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Why I volunteer at the guys’ school

Submitted by on Friday, 1 April 2011 No Comment

It came to 17 hours out of my life this week, and I’m a slacker. Some folks put in 40 or more. My paltry total still was the equivalent of half a work week at my last job, time that I wasn’t baking cookies or cleaning the house or finishing the paying work. That happened instead during the wee hours.

It cost me a pretty penny as well, because I’ve never met a book store that I didn’t love. They’re even harder to resist when you live in an isolated community 90 minutes away from the nearest Barnes & Noble. That fact explains why the twice-yearly Scholastic Book Fairs at the guys’ schools always are among the top revenue-producers in the country.

By Friday, though, it was time and money well spent.

I still have issues with some of Scholastic’s merchandising, and it broke my heart today to see a second-grader who was short on cash return an inexpensive chapter book in favor of a pricey Barbie book more suited for a kid two years younger but, hey, the Barbie book came with a trinket!

But in the end, the Book Fair means big money for the school – around 50 percent of the profit stays in the community, and most of the books come without trinkets. Most of the books, in fact, are priced less expensively than you’d pay elsewhere.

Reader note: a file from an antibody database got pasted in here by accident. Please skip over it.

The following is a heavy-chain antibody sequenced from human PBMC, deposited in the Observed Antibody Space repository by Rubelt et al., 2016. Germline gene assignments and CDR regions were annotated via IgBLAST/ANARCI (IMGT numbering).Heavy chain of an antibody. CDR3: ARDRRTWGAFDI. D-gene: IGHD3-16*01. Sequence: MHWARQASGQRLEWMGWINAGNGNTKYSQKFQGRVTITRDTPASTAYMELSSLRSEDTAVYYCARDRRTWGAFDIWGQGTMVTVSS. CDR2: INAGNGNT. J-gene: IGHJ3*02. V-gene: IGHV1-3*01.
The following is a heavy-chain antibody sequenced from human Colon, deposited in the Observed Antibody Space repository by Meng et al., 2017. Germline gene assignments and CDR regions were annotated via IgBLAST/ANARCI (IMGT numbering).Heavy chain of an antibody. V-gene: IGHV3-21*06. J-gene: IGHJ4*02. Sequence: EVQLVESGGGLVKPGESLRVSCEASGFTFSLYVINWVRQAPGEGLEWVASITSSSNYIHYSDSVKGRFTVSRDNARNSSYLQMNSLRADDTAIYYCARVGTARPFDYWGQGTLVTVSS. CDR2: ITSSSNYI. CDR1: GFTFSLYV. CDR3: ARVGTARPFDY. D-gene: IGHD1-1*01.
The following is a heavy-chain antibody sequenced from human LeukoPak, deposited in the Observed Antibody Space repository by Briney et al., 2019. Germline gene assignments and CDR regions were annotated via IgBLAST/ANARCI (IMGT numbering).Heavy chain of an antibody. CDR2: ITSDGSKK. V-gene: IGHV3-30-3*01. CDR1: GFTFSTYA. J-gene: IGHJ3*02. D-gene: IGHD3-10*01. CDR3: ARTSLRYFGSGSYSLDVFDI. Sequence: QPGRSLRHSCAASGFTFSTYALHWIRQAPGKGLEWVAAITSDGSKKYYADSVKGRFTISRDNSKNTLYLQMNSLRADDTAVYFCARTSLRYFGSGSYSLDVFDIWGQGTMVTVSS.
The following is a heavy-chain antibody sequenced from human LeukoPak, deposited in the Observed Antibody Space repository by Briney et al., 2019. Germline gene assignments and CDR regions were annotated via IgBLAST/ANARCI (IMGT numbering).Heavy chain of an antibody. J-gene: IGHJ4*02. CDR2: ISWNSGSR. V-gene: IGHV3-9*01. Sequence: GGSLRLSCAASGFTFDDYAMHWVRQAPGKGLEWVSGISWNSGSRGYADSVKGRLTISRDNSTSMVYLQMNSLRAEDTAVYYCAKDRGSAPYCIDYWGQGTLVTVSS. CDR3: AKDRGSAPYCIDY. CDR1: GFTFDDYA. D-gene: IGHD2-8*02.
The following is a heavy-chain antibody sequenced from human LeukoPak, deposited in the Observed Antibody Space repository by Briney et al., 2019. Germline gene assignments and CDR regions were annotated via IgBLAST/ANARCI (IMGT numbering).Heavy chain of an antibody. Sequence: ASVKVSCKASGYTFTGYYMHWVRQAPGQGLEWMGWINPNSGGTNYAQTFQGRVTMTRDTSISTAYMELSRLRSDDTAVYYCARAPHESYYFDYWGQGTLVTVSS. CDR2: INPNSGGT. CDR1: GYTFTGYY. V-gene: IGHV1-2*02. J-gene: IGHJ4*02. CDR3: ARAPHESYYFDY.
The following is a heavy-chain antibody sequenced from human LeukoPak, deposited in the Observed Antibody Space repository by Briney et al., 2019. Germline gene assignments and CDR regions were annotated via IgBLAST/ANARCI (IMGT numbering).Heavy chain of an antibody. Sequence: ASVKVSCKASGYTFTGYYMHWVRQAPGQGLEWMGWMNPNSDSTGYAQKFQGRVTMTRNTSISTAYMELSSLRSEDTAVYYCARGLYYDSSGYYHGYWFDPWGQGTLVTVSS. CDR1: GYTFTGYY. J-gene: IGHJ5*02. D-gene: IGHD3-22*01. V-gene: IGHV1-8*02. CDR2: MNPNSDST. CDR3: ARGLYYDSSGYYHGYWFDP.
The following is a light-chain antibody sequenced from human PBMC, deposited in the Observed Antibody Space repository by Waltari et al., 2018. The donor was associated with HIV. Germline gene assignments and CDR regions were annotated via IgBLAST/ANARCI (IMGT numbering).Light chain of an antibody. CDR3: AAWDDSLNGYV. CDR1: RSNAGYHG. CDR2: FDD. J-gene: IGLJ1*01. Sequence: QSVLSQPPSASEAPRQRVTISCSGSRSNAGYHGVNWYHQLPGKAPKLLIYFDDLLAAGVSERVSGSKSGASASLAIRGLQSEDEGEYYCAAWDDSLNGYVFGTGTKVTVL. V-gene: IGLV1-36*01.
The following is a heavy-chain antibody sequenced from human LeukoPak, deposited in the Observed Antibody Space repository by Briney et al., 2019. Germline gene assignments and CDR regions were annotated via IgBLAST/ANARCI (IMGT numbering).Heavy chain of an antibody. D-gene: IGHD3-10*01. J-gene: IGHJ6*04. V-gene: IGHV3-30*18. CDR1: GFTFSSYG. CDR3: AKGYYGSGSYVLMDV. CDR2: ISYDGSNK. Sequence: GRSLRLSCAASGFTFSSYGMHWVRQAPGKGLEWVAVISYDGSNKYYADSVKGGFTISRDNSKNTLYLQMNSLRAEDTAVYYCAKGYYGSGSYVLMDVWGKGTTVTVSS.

And this morning, I got to see the teachers at the guys’ school spend those profits. I am not exaggerating when I say they looked happier than the guys at Christmas. A room full of books, plus more available online, that they could buy with their share of the Book Fair profits. It came to roughly $180 per teacher.

Their eyes lit up, and some clapped their hands happily. I wish everyone who likes to label teachers as “just in it for a paycheck” could have seen their glee at being able to make substantial purchases for their classrooms. They couldn’t have been happier if they’d been handed gift certificates for personal use at the mall.

And that’s why I’m happy to volunteer at the guys’ school. Yes, there are times when you feel as if it’s eaten your life, particularly during the weeks of big events such as book fairs and carnivals. There certainly is no monetary payoff, and there is occasional abuse from the public.

The psychological payoff, though, is huge. It comes in seeing teachers grin as they gather books, and knowing that those books will help your children, their classmates and future students for years to come.

Copyright 2011 Debra Legg. All rights reserved.

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